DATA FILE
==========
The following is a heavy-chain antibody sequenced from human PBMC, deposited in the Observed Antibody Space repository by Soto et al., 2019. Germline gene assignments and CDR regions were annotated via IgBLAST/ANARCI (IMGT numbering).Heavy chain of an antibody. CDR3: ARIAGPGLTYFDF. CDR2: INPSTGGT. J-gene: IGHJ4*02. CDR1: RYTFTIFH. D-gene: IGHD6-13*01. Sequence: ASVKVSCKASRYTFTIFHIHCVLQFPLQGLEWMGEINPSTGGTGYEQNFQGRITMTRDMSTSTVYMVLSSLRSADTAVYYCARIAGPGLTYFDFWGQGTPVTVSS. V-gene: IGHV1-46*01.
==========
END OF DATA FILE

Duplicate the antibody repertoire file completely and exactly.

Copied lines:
The following is a heavy-chain antibody sequenced from human PBMC, deposited in the Observed Antibody Space repository by Soto et al., 2019. Germline gene assignments and CDR regions were annotated via IgBLAST/ANARCI (IMGT numbering).Heavy chain of an antibody. CDR3: ARIAGPGLTYFDF. CDR2: INPSTGGT. J-gene: IGHJ4*02. CDR1: RYTFTIFH. D-gene: IGHD6-13*01. Sequence: ASVKVSCKASRYTFTIFHIHCVLQFPLQGLEWMGEINPSTGGTGYEQNFQGRITMTRDMSTSTVYMVLSSLRSADTAVYYCARIAGPGLTYFDFWGQGTPVTVSS. V-gene: IGHV1-46*01.